Who Do You Want to Be, a Mentor or Marketer

Ask yourself: Who do you want to be, a mentor or marketer? What do you want to be doing, mentoring or marketing?

Mentoring > Marketing

Here’s why I believe you will be happier and more successful in your practice (and life) if you decide to do the work and mentor your UPstream market over marketing to the mainstream market…

It may not seem this way from your current viewpoint, but the internet makes it riskier to sell yourself as a professional commodity than to sell yourself as a local health expert, mentor, and community resource.

Why? Because if you are a commodity, then if (and when) their finances get a little tight or their time a little crunched, it’s easy for them to search for a chiropractor who’s cheaper and closer.

But wait, there’s an even worse problem.

People don’t know how to buy our profession.

Here’s what I mean by that…

Let’s say I stand in front of you and say, “I’m a chiropractor. I provide chiropractic care in my chiropractic practice. I love chiropractic, and I’m an excellent chiropractor.”

Do you have any clue what I do in my practice?

chiropractors don’t even know what other chiropractors do in their practices.

Do you adjust? How do you adjust? What kind of financial plans do you have? Do you take insurance or not? Do you recommend short-term care plans or long-term care plans? Do you specialize in a specific type of care like pediatric care or conditions such as brain-based care? We’re all different.

Again, just declaring “I’m a chiropractor” doesn’t give people enough information to say what you really want them to say: “Yes, I’d like to receive ongoing care in your practice.”

Most professionals have been taught to educate consumers about their profession; the theory is, once they understand your profession, they’ll want your service.

However, that’s not exactly true. For example, “educating people about chiropractic” doesn’t teach them why they should choose “you” to be their chiropractor.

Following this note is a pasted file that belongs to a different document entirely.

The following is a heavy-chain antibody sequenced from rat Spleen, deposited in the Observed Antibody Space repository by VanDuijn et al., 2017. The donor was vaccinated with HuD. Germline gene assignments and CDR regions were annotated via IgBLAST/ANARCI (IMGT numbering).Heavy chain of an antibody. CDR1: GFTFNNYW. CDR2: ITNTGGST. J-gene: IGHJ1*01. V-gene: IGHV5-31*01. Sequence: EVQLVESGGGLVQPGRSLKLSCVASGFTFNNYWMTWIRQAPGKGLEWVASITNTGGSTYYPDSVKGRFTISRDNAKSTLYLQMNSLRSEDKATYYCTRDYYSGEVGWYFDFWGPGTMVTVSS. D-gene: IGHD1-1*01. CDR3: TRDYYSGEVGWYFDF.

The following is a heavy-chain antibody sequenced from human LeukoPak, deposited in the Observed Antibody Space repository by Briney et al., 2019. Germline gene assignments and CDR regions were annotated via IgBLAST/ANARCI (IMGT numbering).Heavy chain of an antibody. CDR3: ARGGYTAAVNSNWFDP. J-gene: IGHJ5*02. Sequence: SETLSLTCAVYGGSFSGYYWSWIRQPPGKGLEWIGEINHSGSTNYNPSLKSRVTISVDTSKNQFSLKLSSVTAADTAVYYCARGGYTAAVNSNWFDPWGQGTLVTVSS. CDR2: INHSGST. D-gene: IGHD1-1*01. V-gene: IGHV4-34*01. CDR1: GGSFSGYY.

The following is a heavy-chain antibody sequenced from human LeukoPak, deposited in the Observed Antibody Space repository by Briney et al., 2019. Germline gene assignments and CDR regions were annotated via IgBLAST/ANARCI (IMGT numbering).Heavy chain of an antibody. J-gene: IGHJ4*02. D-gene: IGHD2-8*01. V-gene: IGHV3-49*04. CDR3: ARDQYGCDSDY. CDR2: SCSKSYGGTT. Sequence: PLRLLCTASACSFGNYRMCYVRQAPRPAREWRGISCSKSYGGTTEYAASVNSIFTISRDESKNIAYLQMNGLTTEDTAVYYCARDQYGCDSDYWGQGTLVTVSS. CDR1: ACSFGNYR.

It teaches them about chiropractic in general, and then they go off and search for the best price, fastest service, and most convenient location to get it. However, if you teach them something specific about your chiropractic practice, it’s much easier for them to understand why they should choose you and not their closest, cheapest option.

Let me give you an example of what happens when a profession has one name for an entire spectrum of philosophies and practices (and continues to argue for the single title of the profession).

Imagine if all attorneys referred to themselves and marketed themselves as an “attorney,” like all chiropractors refer to themselves and market themselves as a “chiropractor.”

Someone says to you, “Hi, nice to meet you. What do you do?”

You say what you’ve always said, “I’m an attorney.”

Then you might explain what type of practice you have. Like a chiropractor, you might explain what you do, such as “I provide adjustments and correct interference in your nervous system, called a subluxation, so you can feel better and be healthier, naturally.”

The attorney’s version would sound something like “I write letters, agreements, and contracts and go to court to explain to judges and juries your side of the story, so you can be represented well and get the justice you deserve.”

Funny, we’d never expect an attorney to actually say it like that, but that’s what it sounds like to most people when they hear some chiropractors explain what they do—literally.

The chiropractor might also advertise how they can help people with specific conditions (such as headaches, neck and back pain) to feel better without the use of drugs and surgery. This is very similar to an attorney saying, “If you’ve been in accident, had a fall or injury, we can help you get the settlement you deserve, with no expense, if we don’t win.”

None of that is a problem.